As another object and feature of the system, a timing control is provided for selectively actuating the noted value arrangement to regulate the lubricator apparatus. This actuation is carried out through the select periodic energization of theinductive load or winding of a solenoid valve drive. The control circuit providing this selective timed energization itself is protected from voltage surges or excursions occassioned through the energization of such inductive load by a unique voltageregulating arrangement. For instance, the control incorporates first and second power leads which are connectible with the source of current as well as a switching arrangement coupled with one such power lead and having an output connected with theinductive load and the other of the power leads. A logic network is provided within the timing device which is coupled between the first and second power leads for controlling the switching arrangement. Voltage regulation over the entire circuit isprovided which includes a transistor stage having its emitter coupled to the first power lead of one designated polarity while its base and collector are coupled to the second of the power leads of a designated polarity opposite to the one noted above. A current limiting resistor is coupled in series circuit relationship with one of the power leads. The noted transistor stage then is arranged to be responsive to transient voltages or surges at the second power lead of one designated polarity derivedfrom the inductive load to transmit this transient voltage to the first or other power lead so that any deleterious voltage drops occasioned by the presence of that transient voltage are substantially diminished. Preferably, this transistor stage of thevoltage regulator comprises a monolithic NPN transistor. Additionally, the noted current limiting resistor is incorporated within the one power lead at a location intermediate to the inductive load and the logic network connection with that power lead.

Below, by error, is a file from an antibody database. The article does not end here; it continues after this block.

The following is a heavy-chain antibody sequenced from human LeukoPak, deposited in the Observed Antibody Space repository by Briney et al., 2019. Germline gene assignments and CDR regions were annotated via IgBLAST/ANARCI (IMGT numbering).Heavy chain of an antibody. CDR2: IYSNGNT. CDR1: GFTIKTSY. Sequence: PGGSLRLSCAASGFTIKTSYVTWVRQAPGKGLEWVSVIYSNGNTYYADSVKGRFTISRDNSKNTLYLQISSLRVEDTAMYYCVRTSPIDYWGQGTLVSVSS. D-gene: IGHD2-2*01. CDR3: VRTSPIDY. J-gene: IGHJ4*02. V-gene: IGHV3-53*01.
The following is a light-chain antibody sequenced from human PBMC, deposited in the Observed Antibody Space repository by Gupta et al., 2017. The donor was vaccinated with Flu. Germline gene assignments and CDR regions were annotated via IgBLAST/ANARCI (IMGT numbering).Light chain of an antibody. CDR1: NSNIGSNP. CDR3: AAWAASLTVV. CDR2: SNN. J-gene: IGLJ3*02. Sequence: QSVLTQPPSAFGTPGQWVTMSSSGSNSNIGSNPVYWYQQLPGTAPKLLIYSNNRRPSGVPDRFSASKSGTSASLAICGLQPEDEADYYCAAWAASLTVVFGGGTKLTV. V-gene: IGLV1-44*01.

Another object of the invention is to provide a timing device for periodically energizing the noted load from a source which includes the noted switching arrangement which responds to a given input condition to effect the energization of thesolenoid winding. Logic network means then are provided including an electro-chemical timing device which exhibits, from an initial condition thereof, a conductive state over a predetermined first interval upon the passage of a predetermined value ofcurrent therethrough in a designated first directional sense. This condition obtains, for instance, for an interval which may be selected for truck-vehicle usage of about 6 minutes. The timing device exhibits a substantially non-conductive state to thecurrent of the first directional sense at the termination of such interval and it is further responsive to the passage of current of predetermined value therethrough in a second directional sense to transition from the non-conductive to the initial statewithin a predetermined second interval of time. A first transistor stage, operably associated with the switching means and the timing device which has a conducting mode deriving the noted switch condition when the timing device is in the non-conductingstate is provided. This first stage also exhibits a non-conducting mode when the timing device is in its conductive state. A second transistor stage additionally is provided which is operatively associated with the noted timing device and is responsiveto a given input condition to exhibit a conducting mode for effecting current passage in the noted first directional sense to derive the timing device conductive state described above and has a non-conducting mode during the passage of current in theearlier discussed second directional sense through the timing device. Additionally, the timing circuit includes an R-C timing network for deriving the given input condition to that second transistor stage at the termination of a predetermined secondinterval commencing with the termination of the first interval. That second interval, for typical truck-vehicle usage, is selected as around 4-5 seconds.